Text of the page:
This poster session provides a case study of using a library’s 3D printer and /or scanner to engage and reach out to science, technology, engineering and mathematics (STEM) departments and groups on campus. Southern Illinois University Carbondale’s Morris Library received a 3D printer from a non-profit organization and a 3D scanner from the Friends of Morris Library. The Science Librarian was put in charge of coordinating the library’s 3D program as it was anticipated that members of the science community on campus would be interested in 3D. There were many STEM related groups on campus where there was no active engagement with the library. The library’s 3D printer program provided a way “in the door” of these groups opening up further dialogue about the library’s other resources and services. Several groups on campus were targeted due to their potential interest in the 3D program and their impact on campus. Visits were made, emails sent, advertising generated, and suggestions given to these groups.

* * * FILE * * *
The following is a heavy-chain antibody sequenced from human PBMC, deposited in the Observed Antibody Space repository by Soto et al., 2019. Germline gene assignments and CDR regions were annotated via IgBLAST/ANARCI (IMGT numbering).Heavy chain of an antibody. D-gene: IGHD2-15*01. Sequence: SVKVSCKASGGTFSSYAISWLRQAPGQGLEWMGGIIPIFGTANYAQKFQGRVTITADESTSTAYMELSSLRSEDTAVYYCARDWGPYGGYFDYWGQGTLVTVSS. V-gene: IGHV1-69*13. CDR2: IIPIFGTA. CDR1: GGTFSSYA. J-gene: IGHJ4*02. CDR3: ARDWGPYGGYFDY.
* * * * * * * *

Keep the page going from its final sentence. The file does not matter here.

The science librarian found several groups that she partnered with to lecture about the library’s 3D tools, conduct a demonstration, or simply be present at for special events. As a result of these efforts, the library was able to participate in events it had not previously been invited to in the past. Outreach events included the annual Math Field Day, a conference for area science teachers, the Sustainability Carnival, the Science Café, an engineering department diversity program, a middle school technology club, science themed residence hall groups, and a Think Science biweekly dinner presentation for science students among others. At each event, the 3D program was the star, but other library resources and services were highlighted including the library liaison program. As a result, individuals from these departments have scheduled reference time and several classes were brought into the library for sessions; including classes from engineering, technology, and computer science. Having a 3D printing and scanning program at a library provides an additional way to engage hard to reach departments and groups in STEM disciplines. There are benefits of having a program like this that goes beyond simply helping patrons.